Wednesday, 9 June 2010

Optimism plus football = a curse

I have always been an optimist.

While some people agonise whether their glass is ‘half full’ or ‘half empty’, I’m usually searching for a cloth because the liquid in my glass is spilling over the sides. But, you know what, being an optimist isn’t always what it’s cracked up to be – for as people in truly hopeless situations often say, it’s the hope that really kills you.
Take sport.

This weekend the little matter of the footballing World Cup begins in downtown South Africa. Often described as the biggest sporting event in the world – although obviously the Olympics would contest that – the next month or so will focus the eyes, ears and passions of millions of disparate people from across the globe. The trouble is for those of us of the optimistic nature, it’s not enough to see our country taking part in such a magnificent event – we really believe our country is going to win it.
Before a ball is kicked this time there will be optimistic Algerians, North Koreans and even the odd Kiwi who will genuinely believe that come the middle of July it will be their captain lifting the cup aloft in Johannesburg.

Ever since I’ve been old enough to take an interest in these events, I’ve always believed England would win. No amount of evidence to the contrary – bad players, bad managers, bad form or just general bad vibes – would stop me believing in our ‘inevitable’ glory. I always convince myself when I look at the team (and usually I ignore the others!), that we are untouchable. It’s a failing I know, but that’s what optimism does for you.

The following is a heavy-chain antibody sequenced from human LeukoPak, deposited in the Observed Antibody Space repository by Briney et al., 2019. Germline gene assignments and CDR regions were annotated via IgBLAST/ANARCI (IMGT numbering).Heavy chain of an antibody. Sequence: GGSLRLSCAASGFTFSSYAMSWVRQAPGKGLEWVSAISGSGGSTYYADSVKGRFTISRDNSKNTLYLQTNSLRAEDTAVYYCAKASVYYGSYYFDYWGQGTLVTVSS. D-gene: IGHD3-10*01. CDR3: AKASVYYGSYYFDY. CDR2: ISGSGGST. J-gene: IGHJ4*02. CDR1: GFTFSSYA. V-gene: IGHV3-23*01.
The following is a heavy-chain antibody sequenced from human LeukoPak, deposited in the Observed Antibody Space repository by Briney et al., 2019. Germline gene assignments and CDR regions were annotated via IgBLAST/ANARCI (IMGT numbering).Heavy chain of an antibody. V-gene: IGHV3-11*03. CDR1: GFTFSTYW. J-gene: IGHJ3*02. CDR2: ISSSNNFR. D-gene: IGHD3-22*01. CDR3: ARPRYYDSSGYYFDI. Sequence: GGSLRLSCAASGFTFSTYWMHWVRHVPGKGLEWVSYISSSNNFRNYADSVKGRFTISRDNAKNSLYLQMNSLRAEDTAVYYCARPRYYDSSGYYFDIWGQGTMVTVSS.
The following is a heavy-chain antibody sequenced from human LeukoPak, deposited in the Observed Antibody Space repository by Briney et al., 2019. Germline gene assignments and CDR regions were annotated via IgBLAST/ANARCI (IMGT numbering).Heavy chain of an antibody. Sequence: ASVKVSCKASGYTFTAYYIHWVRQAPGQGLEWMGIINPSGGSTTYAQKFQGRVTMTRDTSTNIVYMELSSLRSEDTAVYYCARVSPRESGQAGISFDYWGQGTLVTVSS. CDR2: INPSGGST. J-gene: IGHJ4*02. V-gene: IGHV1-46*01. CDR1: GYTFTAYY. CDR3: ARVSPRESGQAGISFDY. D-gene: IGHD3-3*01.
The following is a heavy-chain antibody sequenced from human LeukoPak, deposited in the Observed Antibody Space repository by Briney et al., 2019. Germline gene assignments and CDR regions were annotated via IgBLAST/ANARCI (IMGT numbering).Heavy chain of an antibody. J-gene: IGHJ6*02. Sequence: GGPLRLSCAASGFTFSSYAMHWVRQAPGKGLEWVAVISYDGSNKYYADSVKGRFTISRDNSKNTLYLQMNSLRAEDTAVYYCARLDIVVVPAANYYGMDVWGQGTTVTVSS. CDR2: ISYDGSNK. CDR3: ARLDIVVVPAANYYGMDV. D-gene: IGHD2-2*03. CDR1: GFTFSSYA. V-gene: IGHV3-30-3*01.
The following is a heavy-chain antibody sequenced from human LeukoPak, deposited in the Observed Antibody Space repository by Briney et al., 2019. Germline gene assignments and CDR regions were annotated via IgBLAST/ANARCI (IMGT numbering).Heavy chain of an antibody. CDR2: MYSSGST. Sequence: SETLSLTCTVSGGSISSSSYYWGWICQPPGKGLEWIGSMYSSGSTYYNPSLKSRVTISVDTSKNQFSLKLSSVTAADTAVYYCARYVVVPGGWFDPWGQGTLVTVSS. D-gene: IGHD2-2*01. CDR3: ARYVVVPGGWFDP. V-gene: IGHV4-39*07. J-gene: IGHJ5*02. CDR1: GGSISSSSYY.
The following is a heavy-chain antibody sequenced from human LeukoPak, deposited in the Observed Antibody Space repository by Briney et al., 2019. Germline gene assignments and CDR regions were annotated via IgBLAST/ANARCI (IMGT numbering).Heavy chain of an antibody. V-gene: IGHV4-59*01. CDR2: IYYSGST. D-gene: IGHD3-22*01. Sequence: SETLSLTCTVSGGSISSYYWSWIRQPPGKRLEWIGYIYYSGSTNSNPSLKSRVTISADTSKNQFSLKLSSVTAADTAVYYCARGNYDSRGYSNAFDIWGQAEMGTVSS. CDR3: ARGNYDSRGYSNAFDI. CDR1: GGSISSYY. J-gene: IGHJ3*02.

But, time and time again, whether it’s that World Cup or its smaller but no less painful sibling, the European Championships, my optimism from day one is usually rewarded with tears of frustration and despair by day three, 13 or, if we are lucky, 23.

So is that where I am this time? Well, strangely, no.

This time, for the first time I can remember, I do not feel quite as optimistic as usual. Although I think England have a very good manager and a smattering of very good players, I don’t sense the streak of ‘we’re invincible’ blood running through my veins that I normally discover on the eve of such tournaments.

Normally I’m like King Canute, ignoring the waves lapping away at my feet as I sit there looking out and only seeing a gold trophy. This time I felt the first drop of water. Reality had kicked in.
For me, it was odd.

And yet . . .

The curse of the optimist is I’ve actually now seen this as a good sign. In the past when I’ve been totally hyped-up and full of belief (only to see all my hopes cruelly dashed) I’ve questioned whether my optimism really has helped me. Therefore as I enter a tournament when I’m not dancing around in ‘we’re gonna win’ excitement mode, I am thinking lowering my expectations might be a positive act.

So if we do go on and win it (there I go again!) I think I may have to revise my perception that optimism is actually good for me.

‘Half empty’? Bring it on.

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